Greg Payne & The Piedmont Boys
OneMain Main Stage
Saturday, Oct. 15
When Greg Payne and the Piedmont Boys first got together in Greenville in 2007, they probably anticipated a long, slow crawl towards their modest goal of packing out the local bars and clubs. What they got was something entirely different.
“We started out playing Smoke on the Water in downtown Greenville every Thursday,” Payne says, “and it seemed like, starting two or three weeks in, we had a really big crowd. And it was basically from word of mouth. When you get the taste of having a solid fan base, you feed off it and it makes you want to grow it and make it bigger.”
And indeed, they became one of the most reliable concert draws in the Upstate, playing a no-nonsense brand of rejuvenated outlaw country drawn from bedrock artists like Waylon, Willie, David Allen Coe and the Man in Black. And when it caught on, no one was more surprised than them.
“I don’t think we ever had a plan,” Payne says. “We probably should’ve. We’ve never had guidelines on things like the way we wanted to look onstage; we never even have a set list. We just kind of went onstage and said, ‘Hey, we’re Greg Payne and the Piedmont Boys, we’re going to play some songs.’ We hardly ever rehearsed; we just winged it from the beginning.”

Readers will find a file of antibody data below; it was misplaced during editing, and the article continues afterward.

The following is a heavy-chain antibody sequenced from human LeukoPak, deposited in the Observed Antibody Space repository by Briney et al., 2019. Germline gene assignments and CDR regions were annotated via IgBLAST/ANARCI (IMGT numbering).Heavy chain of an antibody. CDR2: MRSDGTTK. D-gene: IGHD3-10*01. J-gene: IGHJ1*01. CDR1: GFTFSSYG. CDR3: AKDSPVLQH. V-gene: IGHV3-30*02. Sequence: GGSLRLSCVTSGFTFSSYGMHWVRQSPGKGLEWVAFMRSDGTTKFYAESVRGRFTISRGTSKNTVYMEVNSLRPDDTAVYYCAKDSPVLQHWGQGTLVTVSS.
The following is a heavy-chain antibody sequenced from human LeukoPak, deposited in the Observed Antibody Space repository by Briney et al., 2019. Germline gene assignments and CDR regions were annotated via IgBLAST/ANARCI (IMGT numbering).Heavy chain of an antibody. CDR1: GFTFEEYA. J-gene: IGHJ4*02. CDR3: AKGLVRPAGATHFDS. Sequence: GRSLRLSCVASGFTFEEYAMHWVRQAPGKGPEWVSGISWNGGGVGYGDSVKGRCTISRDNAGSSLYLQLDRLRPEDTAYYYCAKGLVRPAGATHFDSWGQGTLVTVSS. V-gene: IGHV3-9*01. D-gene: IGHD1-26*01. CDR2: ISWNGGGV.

OneMain Main Stage
Sunday, Oct. 16
A few years back, singer/songwriter Angela Easterling was fully committed to being a full-time touring musician, with little time for anything else. Then she found out she was going to be a mother, and the resulting excitement, fear and ambivalence helped her create an incredibly catchy folk-rock album called “Common Law Wife.” Now, with a toddler and a new baby, Easterling is still committed to playing shows, maybe just not as far away as before.
“I’m just like any other working parent,” she says. “I’m lucky to get to do what I love for a living, but the babies always come first, and I’m not able to get out on the road as much as I used to. So we’re kind of dialing back the touring a little this year, but I always say we’re really lucky to live in an area where live music is so prevalent and there are so many opportunities for work closer to home.”
Easterling has created a series of intimately personal but melodic songs for “Common Law Wife,” and she’s anxious to start writing again, when time and familial obligations permit. “I’ve got so many song ideas and so much stuff I want to work on,” she says. “I‘m just trying to find time to set the baby down and pick up a guitar. When I have a minute to sit down and work on something, it’s something I treasure doing.”
Aloft Acoustic Stage
Saturday, Oct. 15
When you think of someone standing onstage with an acoustic guitar, you might think of a performer serenely strumming some chords. That’s not what Jacob Johnson does. He plays a whirlwind of dazzling runs, fleet-fingered solos and seemingly impossible riffs all while tapping out percussion on the body of the guitar and thumbing a bass line as well. It’s a crowd-pleasing display of skill, to be sure, and Johnson, originally a blues-influenced electric guitarist, learned from some of the masters.
“Phil Keaggy was one of the guys who got me focused on the acoustic guitar,” he says. “I saw him in the late ’90s and he was the first guy I saw do a lot with open tunings, playing what’s now called ‘modern fingerstyle’ and using a looper [a device that can sample and play back whatever the guitarist chooses]. I was off in in Stratocaster-Stevie-Ray-Vaughan-land up until that point. And from him I got into Michael Hedges and Tommy Emmanuel and Chet Atkins and those guys.”